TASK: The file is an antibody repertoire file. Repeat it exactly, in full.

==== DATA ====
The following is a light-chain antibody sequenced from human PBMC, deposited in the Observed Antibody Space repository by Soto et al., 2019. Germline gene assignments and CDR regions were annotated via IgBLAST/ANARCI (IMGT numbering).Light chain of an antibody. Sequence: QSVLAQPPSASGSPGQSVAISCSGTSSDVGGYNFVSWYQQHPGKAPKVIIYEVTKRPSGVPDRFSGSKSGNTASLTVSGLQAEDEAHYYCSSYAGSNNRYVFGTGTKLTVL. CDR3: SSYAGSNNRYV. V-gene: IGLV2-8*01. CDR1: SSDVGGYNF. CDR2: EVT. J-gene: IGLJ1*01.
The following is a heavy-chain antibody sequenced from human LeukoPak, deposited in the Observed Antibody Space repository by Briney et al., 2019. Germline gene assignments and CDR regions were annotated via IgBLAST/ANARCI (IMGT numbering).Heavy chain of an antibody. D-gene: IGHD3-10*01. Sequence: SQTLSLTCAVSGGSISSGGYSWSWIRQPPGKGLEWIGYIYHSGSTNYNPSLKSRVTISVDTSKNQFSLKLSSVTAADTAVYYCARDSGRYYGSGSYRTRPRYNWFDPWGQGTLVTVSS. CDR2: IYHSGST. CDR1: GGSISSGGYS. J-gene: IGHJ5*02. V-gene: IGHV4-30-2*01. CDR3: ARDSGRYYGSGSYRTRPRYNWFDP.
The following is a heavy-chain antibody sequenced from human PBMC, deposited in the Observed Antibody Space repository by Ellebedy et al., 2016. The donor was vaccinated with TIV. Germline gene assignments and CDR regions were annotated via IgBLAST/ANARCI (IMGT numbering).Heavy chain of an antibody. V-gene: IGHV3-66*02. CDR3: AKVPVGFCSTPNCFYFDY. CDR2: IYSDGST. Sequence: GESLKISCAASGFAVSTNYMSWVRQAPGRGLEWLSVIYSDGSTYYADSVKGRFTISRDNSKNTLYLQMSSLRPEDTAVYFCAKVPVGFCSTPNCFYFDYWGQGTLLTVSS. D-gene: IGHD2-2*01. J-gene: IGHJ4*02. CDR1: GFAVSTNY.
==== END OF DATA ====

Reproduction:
The following is a light-chain antibody sequenced from human PBMC, deposited in the Observed Antibody Space repository by Soto et al., 2019. Germline gene assignments and CDR regions were annotated via IgBLAST/ANARCI (IMGT numbering).Light chain of an antibody. Sequence: QSVLAQPPSASGSPGQSVAISCSGTSSDVGGYNFVSWYQQHPGKAPKVIIYEVTKRPSGVPDRFSGSKSGNTASLTVSGLQAEDEAHYYCSSYAGSNNRYVFGTGTKLTVL. CDR3: SSYAGSNNRYV. V-gene: IGLV2-8*01. CDR1: SSDVGGYNF. CDR2: EVT. J-gene: IGLJ1*01.
The following is a heavy-chain antibody sequenced from human LeukoPak, deposited in the Observed Antibody Space repository by Briney et al., 2019. Germline gene assignments and CDR regions were annotated via IgBLAST/ANARCI (IMGT numbering).Heavy chain of an antibody. D-gene: IGHD3-10*01. Sequence: SQTLSLTCAVSGGSISSGGYSWSWIRQPPGKGLEWIGYIYHSGSTNYNPSLKSRVTISVDTSKNQFSLKLSSVTAADTAVYYCARDSGRYYGSGSYRTRPRYNWFDPWGQGTLVTVSS. CDR2: IYHSGST. CDR1: GGSISSGGYS. J-gene: IGHJ5*02. V-gene: IGHV4-30-2*01. CDR3: ARDSGRYYGSGSYRTRPRYNWFDP.
The following is a heavy-chain antibody sequenced from human PBMC, deposited in the Observed Antibody Space repository by Ellebedy et al., 2016. The donor was vaccinated with TIV. Germline gene assignments and CDR regions were annotated via IgBLAST/ANARCI (IMGT numbering).Heavy chain of an antibody. V-gene: IGHV3-66*02. CDR3: AKVPVGFCSTPNCFYFDY. CDR2: IYSDGST. Sequence: GESLKISCAASGFAVSTNYMSWVRQAPGRGLEWLSVIYSDGSTYYADSVKGRFTISRDNSKNTLYLQMSSLRPEDTAVYFCAKVPVGFCSTPNCFYFDYWGQGTLLTVSS. D-gene: IGHD2-2*01. J-gene: IGHJ4*02. CDR1: GFAVSTNY.